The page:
|Nord NC.858S at St Cyr l'Ecole airfield, near Paris, in May 1957|
|Role||Civil utility aircraft|
|First flight||April 1947|
|Status||still in service|
|Primary user||private owners and aero clubs|
The Nord NC.850 (originally produced as the Aérocentre NC.850) was a light aircraft developed in France in the late 1940s for use by French aeroclubs, but which also saw military use as an airborne observation post.
The NC.850 series was developed from the Aérocentre NC.840 in response to a competition sponsored by the French government under the auspices of the SALS movement to find a domestically-produced machine for club use. Aérocentre's entry was an ungainly high-wing, strut-braced monoplane with a fully enclosed cabin and fixed, tailwheel undercarriage. The fuselage construction was tubular, and the wings had a metal structure, the entire aircraft being skinned in fabric.
The competition was won by the SIPA S.90, but SALS nevertheless also ordered 100 examples of this, the runner-up design. These production examples, designated NC.853, differed from the prototypes in having twin tails, the fins mounted on the ends of the horizontal stabiliser. Only 27 of the order had been completed, however, when Aérocentre was liquidated and its assets bought by Nord. The new owners continued production, with their machines identified with designation NC.853S.
In March 1951, Nord flew a heavily modified version of the design for use as an observation aircraft by the French Army. Known as the NC.856 Norvegie, this featured a more powerful engine and a lengthened and more extensively glazed cockpit. The army ordered 112 examples which were mostly flown in the artillery spotting role, and while a civil version was also offered, orders were not forthcoming and only two were built. The sole example of a floatplane version was presented as a gift to King Norodom Sihanouk of Cambodia.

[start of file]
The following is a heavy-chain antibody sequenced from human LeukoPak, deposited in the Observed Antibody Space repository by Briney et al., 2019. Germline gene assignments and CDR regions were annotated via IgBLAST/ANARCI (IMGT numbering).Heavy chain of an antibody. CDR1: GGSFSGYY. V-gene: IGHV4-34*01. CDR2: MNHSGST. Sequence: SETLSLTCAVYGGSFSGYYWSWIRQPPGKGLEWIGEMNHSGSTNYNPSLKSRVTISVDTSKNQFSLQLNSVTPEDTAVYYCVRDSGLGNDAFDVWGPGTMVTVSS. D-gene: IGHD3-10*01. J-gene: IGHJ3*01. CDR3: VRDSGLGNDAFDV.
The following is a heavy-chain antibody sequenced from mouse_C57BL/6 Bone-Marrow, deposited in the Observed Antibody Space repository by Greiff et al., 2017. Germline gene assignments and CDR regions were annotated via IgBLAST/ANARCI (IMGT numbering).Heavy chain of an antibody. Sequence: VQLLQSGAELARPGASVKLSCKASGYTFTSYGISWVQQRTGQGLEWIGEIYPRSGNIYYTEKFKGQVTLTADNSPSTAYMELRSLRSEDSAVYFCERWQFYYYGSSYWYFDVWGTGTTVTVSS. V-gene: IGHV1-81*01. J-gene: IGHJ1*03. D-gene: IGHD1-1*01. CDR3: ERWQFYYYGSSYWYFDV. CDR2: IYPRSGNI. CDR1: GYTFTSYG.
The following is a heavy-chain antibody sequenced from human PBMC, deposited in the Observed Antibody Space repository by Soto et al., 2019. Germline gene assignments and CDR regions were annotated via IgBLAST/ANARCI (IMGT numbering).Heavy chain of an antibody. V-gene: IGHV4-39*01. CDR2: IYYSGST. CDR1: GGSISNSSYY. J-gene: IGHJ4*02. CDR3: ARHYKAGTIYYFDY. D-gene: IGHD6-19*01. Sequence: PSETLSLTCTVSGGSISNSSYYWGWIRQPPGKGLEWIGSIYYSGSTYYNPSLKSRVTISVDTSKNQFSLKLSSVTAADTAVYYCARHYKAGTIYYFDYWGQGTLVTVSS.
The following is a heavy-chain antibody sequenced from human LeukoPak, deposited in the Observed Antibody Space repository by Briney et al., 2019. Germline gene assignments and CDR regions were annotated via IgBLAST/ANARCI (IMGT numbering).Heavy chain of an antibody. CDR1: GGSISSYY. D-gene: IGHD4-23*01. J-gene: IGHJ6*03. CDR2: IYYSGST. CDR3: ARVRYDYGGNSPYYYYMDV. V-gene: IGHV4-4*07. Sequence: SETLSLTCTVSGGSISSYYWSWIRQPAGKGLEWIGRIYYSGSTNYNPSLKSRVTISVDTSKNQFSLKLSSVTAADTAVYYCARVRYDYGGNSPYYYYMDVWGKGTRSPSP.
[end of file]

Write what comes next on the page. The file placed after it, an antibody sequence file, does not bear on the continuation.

- NC.850 - prototype with single tail and Mathis G4F engine (one built)
- NC.851 - version with Minié 4DA engine (nine built)
- NC.852 - version with Regnier 4EO engine (two built)
- NC.853 - major production version with twin tails and Minié 4DC.30 engine (29 built)
- NC.853S - NC.853 built by Nord (95 built)
- NC.853G - NC.853 fitted with aile flottante system (one converted)
- NC.854 - NC.853 with Continental A65 engine (two built, plus many converted from NC.853)
- NC.854SA - militarised NC.854 (two built)
- NC.856 - NC.853 with Walter Minor engine (one built)
- NC.856A - military production version with redesigned cockpit, extensive glazing, and Regnier 4LO-4 engine (112 built)
- NC.856B - four-seat version of NC.856 (one built)
- NC.856H - floatplane version of NC.856 with triple tail (one built)
- NC.856N - four-seat, civil version of NC.856A with Regnier 4LO-8 (two built)
- NC.858S - conversions of NC.853 with Continental C90 engine
- NC.859S - glider tug version of NC.853 with Walter Minor engine (nine built)
- Private owners and Aero clubs
- Aviation légère de l'armée de terre
Data from Stevens 1953, 813
- Crew: two
- Length: 7.3 m (24 ft 0 in)
- Wingspan: 12.2 m (40 ft 0 in)
- Height: 2.1 m (7 ft 0 in)
- Wing area: 17.0 m2 (183 ft2)
- Empty weight: 651 kg (1,432 lb)
- Gross weight: 902 kg (1,984 lb)
- Powerplant: 1 × Regnier 4L.O4 four cylinder air cooled inverted inline engine, 104 kW (140 hp)
- Maximum speed: 189 km/h (118 mph)
- Cruising speed: 170  km/h (106 mph)
- Stall speed: 70  km/h (43.5 mph)
- Endurance: 3  hours
- Rate of climb: 5 m/s (984  ft/min)
- Taylor 1989, 700
- Simpson 1995, 371
- Stevens 1952, 8
- Stevens 1953, 813
- Simpson 1995, 373
- "The Paris Show... A First View of the Scene", 832
- Bridgman 1953, p.144-145.
- Liaison role (1 hour in AOP role)
|Wikimedia Commons has media related to Nord NC.854.|
|Wikimedia Commons has media related to Nord NC.856.|
|Wikimedia Commons has media related to Nord NC.858.|
- "The Paris Show... A First View of the Scene". Flight. 17 June 1955. pp. 832–40.
- Bridgman, Leonard (ed.) (1953). Jane's All The World's Aircraft 1953-54. London: Jane's.
- Simpson, R. W. (1995). Airlife's General Aviation. Shrewsbury: Airlife Publishing.
- Stevens, James Hay (4 July 1952). "Flying a French Lightweight". Flight. pp. 8–9.
- Stevens, James Hay (26 June 1953). "French Originality". Flight. pp. 811–15.
- Taylor, Michael J. H. (1989). Jane's Encyclopedia of Aviation. London: Studio Editions.